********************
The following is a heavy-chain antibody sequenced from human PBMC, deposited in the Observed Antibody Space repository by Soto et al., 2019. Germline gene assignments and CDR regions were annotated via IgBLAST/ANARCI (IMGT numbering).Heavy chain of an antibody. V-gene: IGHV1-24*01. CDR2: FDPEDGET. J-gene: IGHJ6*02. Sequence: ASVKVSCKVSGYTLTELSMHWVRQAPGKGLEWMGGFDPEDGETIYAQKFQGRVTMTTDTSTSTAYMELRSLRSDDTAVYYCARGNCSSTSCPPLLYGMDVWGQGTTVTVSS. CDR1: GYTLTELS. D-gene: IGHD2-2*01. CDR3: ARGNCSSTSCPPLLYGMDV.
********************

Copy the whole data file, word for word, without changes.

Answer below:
The following is a heavy-chain antibody sequenced from human PBMC, deposited in the Observed Antibody Space repository by Soto et al., 2019. Germline gene assignments and CDR regions were annotated via IgBLAST/ANARCI (IMGT numbering).Heavy chain of an antibody. V-gene: IGHV1-24*01. CDR2: FDPEDGET. J-gene: IGHJ6*02. Sequence: ASVKVSCKVSGYTLTELSMHWVRQAPGKGLEWMGGFDPEDGETIYAQKFQGRVTMTTDTSTSTAYMELRSLRSDDTAVYYCARGNCSSTSCPPLLYGMDVWGQGTTVTVSS. CDR1: GYTLTELS. D-gene: IGHD2-2*01. CDR3: ARGNCSSTSCPPLLYGMDV.